Mid-to-heavy weight precision carbines are often just as compact as the lightweight carbines, but are a fair bit heavier owing to the thicker barrel made with precision in mind. Recce barrel profile is a good example of something used in these rifles and they invariably come with free-floated handguards. Until comparatively recently, this class of rifles did not exist, but it is growing in popularity. These are somewhat general purpose weapons since they are maneuverable enough for CQB, while allowing very precise fire when called upon. They cover the same engagement distances as the lightweight carbines and extend it further out to 400-500 yards as necessary. The sighting system therefore, should be versatile enough to cover a variety of ranges and be a “jack of all trades”, so to speak.
To start off, I have to admit that this is easily my favourite AR variant out there, so I have spent a lot of time considering the sighting systems for it. This rifle is supposed to combine compactness and precision, so it may be called upon to satisfy the broadest range of applications of all ARs and the sighting system is supposed to be similarly versatile.
When people talk about how a particular rifle handles, they all too often focus on weight a bit more than they should. However, a short rifle, even if it is not a featherweight, can handle exceptionally well and ARs with 14.5” to 16’” barrels often fall in that last category.
A precision carbine can be the same thing as a lightweight carbine if you have one that happened to be unusually precise. That is what happened to me, more or less: I set out to build the lightest possible AR carbine with a piston gas system which turned out to be so accurate that I slapped a scope on it and decided to use it as a precision carbine. It is the rifle at the top of the following picture, shown next to another AR I have that is sporting a long range scope on it.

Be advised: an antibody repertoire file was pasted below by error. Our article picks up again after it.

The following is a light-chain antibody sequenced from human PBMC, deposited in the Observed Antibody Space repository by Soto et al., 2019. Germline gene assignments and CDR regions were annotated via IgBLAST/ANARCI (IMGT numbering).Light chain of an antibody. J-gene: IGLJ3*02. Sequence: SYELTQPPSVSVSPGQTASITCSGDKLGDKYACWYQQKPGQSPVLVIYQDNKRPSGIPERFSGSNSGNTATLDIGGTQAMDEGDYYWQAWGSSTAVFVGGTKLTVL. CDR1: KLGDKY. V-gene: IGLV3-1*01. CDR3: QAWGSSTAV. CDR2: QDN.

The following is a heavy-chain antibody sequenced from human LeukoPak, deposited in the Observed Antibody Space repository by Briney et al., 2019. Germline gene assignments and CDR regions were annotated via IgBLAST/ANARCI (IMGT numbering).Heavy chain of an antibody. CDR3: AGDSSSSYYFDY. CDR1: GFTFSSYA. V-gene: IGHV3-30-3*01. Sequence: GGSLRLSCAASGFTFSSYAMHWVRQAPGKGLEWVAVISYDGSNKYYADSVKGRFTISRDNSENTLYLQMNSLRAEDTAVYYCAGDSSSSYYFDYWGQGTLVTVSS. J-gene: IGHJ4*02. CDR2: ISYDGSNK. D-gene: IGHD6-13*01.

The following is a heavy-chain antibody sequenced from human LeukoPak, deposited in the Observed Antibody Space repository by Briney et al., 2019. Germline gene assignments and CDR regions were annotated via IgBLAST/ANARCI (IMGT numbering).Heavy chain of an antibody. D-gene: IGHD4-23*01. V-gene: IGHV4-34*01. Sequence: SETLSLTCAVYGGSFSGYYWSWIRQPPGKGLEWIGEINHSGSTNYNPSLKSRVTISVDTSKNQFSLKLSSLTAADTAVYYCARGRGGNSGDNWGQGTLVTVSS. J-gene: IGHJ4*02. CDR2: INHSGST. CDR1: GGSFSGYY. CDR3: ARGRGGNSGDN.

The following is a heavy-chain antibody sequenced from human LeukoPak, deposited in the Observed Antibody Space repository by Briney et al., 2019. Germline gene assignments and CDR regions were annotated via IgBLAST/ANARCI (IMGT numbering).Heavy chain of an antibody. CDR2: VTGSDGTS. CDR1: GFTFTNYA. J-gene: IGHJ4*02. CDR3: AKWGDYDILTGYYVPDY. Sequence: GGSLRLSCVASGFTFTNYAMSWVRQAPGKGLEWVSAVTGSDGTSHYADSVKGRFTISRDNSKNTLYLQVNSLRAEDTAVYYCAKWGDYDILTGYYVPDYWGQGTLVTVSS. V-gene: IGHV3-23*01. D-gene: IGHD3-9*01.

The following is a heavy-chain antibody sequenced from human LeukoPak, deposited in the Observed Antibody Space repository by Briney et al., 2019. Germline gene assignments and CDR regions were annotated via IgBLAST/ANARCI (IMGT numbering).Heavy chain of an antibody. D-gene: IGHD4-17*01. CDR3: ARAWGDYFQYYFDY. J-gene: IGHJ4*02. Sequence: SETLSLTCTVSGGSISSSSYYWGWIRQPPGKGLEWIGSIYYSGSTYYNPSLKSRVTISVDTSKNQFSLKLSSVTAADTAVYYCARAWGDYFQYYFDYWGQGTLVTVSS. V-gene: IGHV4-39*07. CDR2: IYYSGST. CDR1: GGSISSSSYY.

The scope on the carbine is the recently released SWFA SS 1-6x24, but any good quality 1-4x24 or 1-6x24 makes a good fit. The SS runs around $1k and while not cheap offers a lot for the money.
Not too long ago I spent some time testing Vortex PST 1-4x24 and set it up on another precision carbine for for the testing.
The 1-4x24 PST is a decidedly less expensive scope retailing at around $450 - $500. Still, I could comfortably use it out to the practical limits of this rifle, which happened to be around 500 yards.
Yet another option (if you have some money to burn) is the much more expensive IOR 1-10x26.
I think you are getting the drift of where I am going with this: an optimal scope for the precision carbine is a variable design that starts out at 1x and goes up to anywhere between 4x and 10x depending on your price range.
These scopes are usually equipped with fairly sophisticated reticles that allow for quick target engagement at 1x and easy holdover at higher magnifications. There has been a lot of development recently in higher erector ratio scopes, so the 1-4x24s are typically older designs, while 1-6x, 1-7x, 1-8x, and 1-10x are considerably newer. Lower erector ratio scopes are often better at 1x, so keep the intended use in mind as you go through different models.
As of mid 2013, here are the scopes that I like in this category, segregated by price.